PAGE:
You don’t always have to be the one riding the bike…
Sometimes you can volunteer to work as a course marshal for the Colorado Classic pro cycling race! The men’s and women’s teams rolled through Vail during a two day event featuring a Stage 1 circuit race through the village on day one and a Stage 2 time trial up Vail Pass on day two. The race then moved on to Denver for a Stage 3 out and back from LoDo to Lookout Mountain, Red Rocks Park, Evergreen and back and finished things up with a Stage 4 downtown city circuit loop around RiNo and City Park. The Union Cycliste Internationale (UCI) sanctioned the men’s race which was designated as a 2.HC race, the highest category outside of World Tour races. Both the men’s and women’s races were part of USA Cycling’s Pro Road Tour, which showcases the premier domestic road events in the United States.
For once I was the one standing on the sidelines pointing the way and keeping bystanders behind the barricades. But it was a little more involved than that. My volunteer job actually began the night before the event when the volunteers were treated to a pasta dinner and given the fine points of crowd control by CELL, a Denver Counterterrorism Education Learning Lab. We were reminded to keep an eye out, be helpful, and use common sense but let the police handle the big stuff, our main role was to be Public Relations Ambassadors.
Top Questions Asked of Volunteers: (if you knew the answers, you were golden;)
- What time will the riders be here?
- Where are the bathrooms?
- How can I get into the hospitality tent?
- Where can I get an autograph?
- Can I cross the street?
- Where is a good place to see the race?
- Who’s in the lead?
- How fast are they going?
- Where did they start?
- What’s going on… why are the roads closed?
- Who are you and why can’t I get out of my driveway?
- In case of emergency, “See something, Say something”
The toughest question I was asked was, “Where’s cookie corner?” That was the one piece of information that hadn’t been covered, wasn’t on the map, and wasn’t on the Tour Tracker app. I found out later it was the punchy climb from the golf course where they were giving away… cookies!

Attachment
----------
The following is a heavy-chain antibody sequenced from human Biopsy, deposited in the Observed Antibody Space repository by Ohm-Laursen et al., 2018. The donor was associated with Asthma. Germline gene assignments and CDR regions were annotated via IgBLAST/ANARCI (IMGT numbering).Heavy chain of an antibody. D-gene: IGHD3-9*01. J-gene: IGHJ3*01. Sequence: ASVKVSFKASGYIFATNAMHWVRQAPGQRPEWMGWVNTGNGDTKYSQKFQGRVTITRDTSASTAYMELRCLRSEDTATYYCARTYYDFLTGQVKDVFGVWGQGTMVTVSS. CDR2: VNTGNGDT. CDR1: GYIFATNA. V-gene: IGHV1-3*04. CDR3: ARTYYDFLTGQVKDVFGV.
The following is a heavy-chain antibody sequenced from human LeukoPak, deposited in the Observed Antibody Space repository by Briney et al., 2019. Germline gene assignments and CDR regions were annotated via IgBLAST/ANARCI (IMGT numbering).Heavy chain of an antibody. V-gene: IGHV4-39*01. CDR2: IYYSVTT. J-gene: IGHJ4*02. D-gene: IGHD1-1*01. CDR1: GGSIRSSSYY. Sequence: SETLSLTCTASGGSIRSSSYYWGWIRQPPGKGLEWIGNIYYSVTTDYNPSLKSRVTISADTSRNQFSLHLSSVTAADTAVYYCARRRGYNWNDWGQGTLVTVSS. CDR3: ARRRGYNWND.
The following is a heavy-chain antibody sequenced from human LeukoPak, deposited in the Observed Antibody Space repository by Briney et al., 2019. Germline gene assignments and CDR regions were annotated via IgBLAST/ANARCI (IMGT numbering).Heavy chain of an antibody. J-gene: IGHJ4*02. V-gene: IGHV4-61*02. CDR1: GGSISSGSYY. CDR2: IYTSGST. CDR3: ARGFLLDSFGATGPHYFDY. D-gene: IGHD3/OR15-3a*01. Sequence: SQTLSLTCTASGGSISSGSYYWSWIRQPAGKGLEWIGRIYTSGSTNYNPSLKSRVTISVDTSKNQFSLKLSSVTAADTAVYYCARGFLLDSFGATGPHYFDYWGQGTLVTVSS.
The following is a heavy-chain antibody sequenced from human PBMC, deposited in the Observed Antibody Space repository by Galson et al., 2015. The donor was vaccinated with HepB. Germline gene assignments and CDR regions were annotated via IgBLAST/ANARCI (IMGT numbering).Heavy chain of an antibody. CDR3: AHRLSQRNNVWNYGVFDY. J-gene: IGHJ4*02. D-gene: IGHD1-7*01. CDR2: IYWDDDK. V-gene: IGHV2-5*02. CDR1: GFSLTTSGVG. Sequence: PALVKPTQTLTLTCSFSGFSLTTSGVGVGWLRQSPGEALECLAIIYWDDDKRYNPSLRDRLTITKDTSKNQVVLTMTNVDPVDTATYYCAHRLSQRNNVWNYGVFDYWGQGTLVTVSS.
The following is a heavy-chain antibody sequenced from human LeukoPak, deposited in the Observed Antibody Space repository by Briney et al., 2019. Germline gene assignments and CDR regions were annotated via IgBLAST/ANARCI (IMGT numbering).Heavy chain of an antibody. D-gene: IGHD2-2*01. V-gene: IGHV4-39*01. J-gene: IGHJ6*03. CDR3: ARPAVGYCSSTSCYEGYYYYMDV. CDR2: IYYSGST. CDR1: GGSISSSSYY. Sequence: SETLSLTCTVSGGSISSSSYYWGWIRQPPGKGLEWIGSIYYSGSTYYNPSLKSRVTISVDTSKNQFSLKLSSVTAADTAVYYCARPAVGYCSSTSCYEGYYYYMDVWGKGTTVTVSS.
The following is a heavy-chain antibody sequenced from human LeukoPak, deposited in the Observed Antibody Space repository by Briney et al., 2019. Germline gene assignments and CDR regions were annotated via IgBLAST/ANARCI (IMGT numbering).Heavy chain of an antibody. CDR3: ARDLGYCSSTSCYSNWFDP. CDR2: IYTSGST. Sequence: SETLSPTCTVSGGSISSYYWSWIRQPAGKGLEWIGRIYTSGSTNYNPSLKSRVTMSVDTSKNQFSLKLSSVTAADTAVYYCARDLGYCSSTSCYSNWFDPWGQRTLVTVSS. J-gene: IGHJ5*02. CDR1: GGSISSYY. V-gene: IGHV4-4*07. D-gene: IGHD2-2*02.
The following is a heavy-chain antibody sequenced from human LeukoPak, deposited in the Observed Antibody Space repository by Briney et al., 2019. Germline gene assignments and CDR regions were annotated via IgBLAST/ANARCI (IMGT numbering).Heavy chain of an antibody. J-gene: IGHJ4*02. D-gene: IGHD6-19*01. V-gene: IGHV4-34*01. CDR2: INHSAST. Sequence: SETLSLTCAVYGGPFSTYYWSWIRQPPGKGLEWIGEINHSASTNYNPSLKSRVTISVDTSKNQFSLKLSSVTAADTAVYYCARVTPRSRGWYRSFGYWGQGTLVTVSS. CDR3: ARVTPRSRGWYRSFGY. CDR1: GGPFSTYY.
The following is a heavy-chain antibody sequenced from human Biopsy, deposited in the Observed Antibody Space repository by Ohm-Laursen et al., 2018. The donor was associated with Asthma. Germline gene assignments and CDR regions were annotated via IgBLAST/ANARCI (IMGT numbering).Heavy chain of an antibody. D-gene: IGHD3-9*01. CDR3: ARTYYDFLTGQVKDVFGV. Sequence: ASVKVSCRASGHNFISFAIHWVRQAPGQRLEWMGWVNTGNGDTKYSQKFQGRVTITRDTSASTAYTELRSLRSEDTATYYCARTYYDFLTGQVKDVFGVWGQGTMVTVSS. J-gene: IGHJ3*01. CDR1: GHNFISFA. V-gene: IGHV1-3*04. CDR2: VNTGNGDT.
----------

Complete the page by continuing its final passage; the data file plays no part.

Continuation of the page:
On race day there were more than just cyclists racing laps around Vail Village. Before the lead riders and the peloton appeared, a convoy of cars and motorcycles comprising media, guests, marshals, police, neutral support, and communications was driving at breakneck speeds to keep ahead of the riders. Behind the peloton followed another army of vehicles including communications, race director, neutral support, 16 team cars loaded with bicycles and parts, more communications, support, police, ambulances, broom, and end of convoy. My job was to blow a whistle when the first car came into sight in the “S” turn where I was stationed giving notice that the race was approaching. As the race ground on and the cyclists broke into smaller groups, much more whistling was needed to give notice of each approaching group. After 4 laps of the women’s race and 8 laps of the men’s race, my ears were ringing from blowing that whistle every few minutes for six hours.
They say it takes a village but to put on a bike race it takes an army! 700 volunteers and 300 staff came together to host this event. If you’ve never peeked behind the curtain of a pro race, give it a try sometime!